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Dave Eberly

C++ access modifiers and 'using' declarations

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I have an unexpected compiler error in the following code. It appears as if the access modifier before a 'using' declaration changes the access rights of a base-class function from 'public' to 'protected'.
//----------------------------------------------------------------------------
template <typename T>
class Base
{
public:
    void MyBaseFunction () {}
};
//----------------------------------------------------------------------------
template <typename T>
class Derived : public Base<T>
{
public:
    void MyDerivedFunction ()
    {
        // Without 'using', must use this->MyBaseFunction().  Well, at least
        // when using g++ (Microsoft compilers do not enforce this rule).
        MyBaseFunction();
    }
protected:  // ACCESS_MODIFIER
    using Base<T>::MyBaseFunction;
};
//----------------------------------------------------------------------------
template <typename T>
class User
{
public:
    User (Derived<T> derived)
    {
        mDerived = derived;

        // When 'protected' is in the line tagged ACCESS_MODIFIER, compiler
        // error is generated for the following line of code:  Cannot access
        // protected member MyBaseFunction.  When 'public' is in the line
        // tagged ACCESS_MODIFIER, code compiles.
        mDerived.MyBaseFunction();
    }
private:
    Derived<T> mDerived;
};
//----------------------------------------------------------------------------
int main ()
{
    Derived<int> derived;
    User<int> object(derived);
    return 0;
}
//----------------------------------------------------------------------------

Is this behavior dictated by the ANSI C++ rules? I would find it annoying that in addition to specifying 'using' statements in a derived template class in order to use base-class members without having to scope with 'this->mBaseClassMember', I would also have to place the 'using' statements in blocks with the proper access modifier. Speaking of that annoyance, someone once explained to me why 'using' is now needed in this context, but I do not recall the explanation. Anyone care to enlighten me about this? Thanks.

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I do not fully understand what you are trying to achieve with the using statement in protected. As you already pointed out you can use this->MyBaseFunction as it is type dependant or Base<T>::MyBaseFunction.

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Quote:
Original post by Dave Eberly
I have an unexpected compiler error in the following code. It appears as if
the access modifier before a 'using' declaration changes the access rights
of a base-class function from 'public' to 'protected'.
As an interesting side effect, g++ also allows me to pull a *protected* member of the base class into public visibility.

That surely qualifies as a bug/issue, right?
Quote:
Original post by Waterwalker
There is no need to include this "using" line. Since Derived inherits Base you can call MyBaseFunction without problems. So just remove this line.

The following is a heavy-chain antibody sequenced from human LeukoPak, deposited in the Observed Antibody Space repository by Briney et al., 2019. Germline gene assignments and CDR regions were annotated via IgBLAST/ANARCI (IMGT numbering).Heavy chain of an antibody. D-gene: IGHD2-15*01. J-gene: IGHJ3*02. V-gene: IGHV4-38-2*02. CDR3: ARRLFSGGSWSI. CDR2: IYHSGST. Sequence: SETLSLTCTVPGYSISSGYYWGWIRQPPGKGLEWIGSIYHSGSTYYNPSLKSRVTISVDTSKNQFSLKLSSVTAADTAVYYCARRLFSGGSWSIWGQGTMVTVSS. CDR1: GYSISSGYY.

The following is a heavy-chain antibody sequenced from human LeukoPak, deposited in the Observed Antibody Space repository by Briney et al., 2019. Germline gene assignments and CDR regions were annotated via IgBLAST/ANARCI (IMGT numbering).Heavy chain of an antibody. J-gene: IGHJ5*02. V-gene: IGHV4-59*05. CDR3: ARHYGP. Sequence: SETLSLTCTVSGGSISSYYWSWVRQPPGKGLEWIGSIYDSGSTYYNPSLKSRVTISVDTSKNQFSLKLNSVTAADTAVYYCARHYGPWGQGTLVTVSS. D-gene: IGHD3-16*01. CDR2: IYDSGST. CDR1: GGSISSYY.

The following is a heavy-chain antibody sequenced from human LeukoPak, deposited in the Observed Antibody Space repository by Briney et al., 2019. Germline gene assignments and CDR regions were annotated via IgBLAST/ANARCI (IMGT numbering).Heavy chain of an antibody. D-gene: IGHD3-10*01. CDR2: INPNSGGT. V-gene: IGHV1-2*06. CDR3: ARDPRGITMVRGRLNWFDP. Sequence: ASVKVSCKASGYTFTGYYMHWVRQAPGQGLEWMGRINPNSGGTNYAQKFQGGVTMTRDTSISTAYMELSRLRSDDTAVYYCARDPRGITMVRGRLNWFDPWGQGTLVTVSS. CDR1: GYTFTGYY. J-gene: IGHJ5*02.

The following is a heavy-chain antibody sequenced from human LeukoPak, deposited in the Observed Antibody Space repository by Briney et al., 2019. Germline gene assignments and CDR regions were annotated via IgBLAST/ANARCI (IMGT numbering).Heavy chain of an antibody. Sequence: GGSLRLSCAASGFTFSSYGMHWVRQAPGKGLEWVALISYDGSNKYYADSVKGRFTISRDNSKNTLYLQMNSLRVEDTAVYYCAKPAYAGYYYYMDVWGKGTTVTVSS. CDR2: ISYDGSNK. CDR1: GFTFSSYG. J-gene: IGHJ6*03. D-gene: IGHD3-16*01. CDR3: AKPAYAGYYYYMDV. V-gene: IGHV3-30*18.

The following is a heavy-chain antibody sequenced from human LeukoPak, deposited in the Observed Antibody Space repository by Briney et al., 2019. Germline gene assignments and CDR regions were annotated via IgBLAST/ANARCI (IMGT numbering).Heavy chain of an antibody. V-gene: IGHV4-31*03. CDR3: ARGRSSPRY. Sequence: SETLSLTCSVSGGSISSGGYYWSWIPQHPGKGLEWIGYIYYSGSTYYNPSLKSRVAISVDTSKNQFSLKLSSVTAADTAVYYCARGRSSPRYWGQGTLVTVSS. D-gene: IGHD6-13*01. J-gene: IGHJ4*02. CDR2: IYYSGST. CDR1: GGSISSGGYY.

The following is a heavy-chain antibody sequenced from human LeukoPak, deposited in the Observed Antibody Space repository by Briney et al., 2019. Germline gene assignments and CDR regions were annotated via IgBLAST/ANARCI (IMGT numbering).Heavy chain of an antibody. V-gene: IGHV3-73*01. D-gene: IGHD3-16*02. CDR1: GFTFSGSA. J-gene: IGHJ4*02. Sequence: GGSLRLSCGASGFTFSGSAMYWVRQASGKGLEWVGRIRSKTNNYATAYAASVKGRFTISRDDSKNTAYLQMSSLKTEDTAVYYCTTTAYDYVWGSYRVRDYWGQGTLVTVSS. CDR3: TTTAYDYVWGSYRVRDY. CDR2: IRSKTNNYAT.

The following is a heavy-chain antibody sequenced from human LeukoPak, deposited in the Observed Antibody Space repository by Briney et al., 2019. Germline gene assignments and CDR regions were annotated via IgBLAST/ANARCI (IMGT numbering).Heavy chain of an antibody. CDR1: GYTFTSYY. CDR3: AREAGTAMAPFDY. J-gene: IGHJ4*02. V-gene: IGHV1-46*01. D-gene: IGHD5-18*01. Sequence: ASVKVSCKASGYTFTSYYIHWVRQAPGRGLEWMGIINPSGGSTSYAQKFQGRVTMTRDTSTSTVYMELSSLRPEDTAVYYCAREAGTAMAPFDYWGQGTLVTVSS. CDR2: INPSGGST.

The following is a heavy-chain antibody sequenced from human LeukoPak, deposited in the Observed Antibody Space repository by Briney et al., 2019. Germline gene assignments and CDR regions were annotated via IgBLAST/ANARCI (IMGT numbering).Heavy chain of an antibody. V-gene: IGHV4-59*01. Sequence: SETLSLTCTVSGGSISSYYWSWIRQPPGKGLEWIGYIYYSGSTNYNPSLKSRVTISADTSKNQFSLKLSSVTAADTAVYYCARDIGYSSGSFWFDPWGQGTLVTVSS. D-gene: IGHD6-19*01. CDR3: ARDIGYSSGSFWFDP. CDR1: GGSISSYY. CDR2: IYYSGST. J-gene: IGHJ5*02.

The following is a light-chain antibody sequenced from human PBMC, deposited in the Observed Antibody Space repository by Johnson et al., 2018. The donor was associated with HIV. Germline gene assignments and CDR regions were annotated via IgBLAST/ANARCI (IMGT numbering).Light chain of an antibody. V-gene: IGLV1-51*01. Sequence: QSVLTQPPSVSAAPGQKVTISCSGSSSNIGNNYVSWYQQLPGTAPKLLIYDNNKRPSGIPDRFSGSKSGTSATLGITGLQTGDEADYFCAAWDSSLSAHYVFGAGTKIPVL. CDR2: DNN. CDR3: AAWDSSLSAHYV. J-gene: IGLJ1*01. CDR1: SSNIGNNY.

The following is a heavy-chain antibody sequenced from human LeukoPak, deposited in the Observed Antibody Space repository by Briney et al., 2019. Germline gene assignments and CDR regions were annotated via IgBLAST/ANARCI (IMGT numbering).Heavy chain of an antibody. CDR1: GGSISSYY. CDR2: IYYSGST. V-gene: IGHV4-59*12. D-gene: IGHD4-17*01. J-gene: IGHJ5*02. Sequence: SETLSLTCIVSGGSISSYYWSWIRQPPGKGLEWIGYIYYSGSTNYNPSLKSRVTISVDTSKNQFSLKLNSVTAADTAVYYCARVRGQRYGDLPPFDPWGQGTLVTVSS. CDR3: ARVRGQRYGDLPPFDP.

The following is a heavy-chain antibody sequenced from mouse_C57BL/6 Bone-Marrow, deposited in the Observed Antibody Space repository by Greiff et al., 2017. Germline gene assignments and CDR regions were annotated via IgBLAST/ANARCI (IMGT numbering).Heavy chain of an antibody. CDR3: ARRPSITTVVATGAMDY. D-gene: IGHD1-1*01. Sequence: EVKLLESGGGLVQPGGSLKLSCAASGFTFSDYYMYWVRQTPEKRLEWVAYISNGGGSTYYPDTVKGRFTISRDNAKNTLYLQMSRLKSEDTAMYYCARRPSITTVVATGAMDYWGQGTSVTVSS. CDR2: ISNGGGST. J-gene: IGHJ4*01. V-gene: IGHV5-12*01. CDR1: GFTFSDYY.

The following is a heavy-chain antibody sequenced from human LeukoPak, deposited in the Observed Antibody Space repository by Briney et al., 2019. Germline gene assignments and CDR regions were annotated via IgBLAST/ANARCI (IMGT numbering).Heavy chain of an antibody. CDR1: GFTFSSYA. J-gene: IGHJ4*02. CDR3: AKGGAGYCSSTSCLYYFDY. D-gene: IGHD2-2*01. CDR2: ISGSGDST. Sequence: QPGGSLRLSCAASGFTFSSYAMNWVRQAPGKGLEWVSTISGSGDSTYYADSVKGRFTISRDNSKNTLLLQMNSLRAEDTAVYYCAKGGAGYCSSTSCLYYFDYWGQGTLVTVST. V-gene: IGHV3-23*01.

Try it for yourself (under gcc) and see. Although you would generally be correct, the use of templated base-classes causes this issue.

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Quote:
Original post by magic_man
I do not fully understand what you are trying to achieve with the using statement in protected. As you already pointed out you can use this->MyBaseFunction as it is type dependant or Base<T>::MyBaseFunction.


In my derived template class, if I have to prefix every access to a base class member/function with "this->", that makes for very unreadable code, defeating one of the advantages of C++ in the first place.

This same requirement does not show up in non-templated classes. My use of "using" is to satisfy g++ on Linux and Macintosh where the g++ compilers are implementing ANSI rules. Microsoft has not implemented this rule yet.

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Quote:
Original post by Dave Eberly
Is this behavior dictated by the ANSI C++ rules? I would find it annoying
that in addition to specifying 'using' statements in a derived template
class in order to use base-class members without having to scope with
'this->mBaseClassMember', I would also have to place the 'using' statements
in blocks with the proper access modifier.


As far as I understand it, anything else would make it impossible to use 'using' in other common ways. For example making inherited protected functions public (questionable use, but at least avoids writing annoying forwarding functions) or making public/protected functions private (probably more useful to further restrict the interface).

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Are you sure you have to use the "using" statement to avoid the "this->" scoping? VS2008 Express compiles fine without the "using" statement; although I admit that MS was not known as strict ANSI enforcer in the past.

Anyway, the change in accessor rights would be what I expected from C++. Overriding a virtual function with different access rights is by ANSI standard allowed (which I finc a pity, btw) so I would expect the same from a using statement that has been declared protected.

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Quote: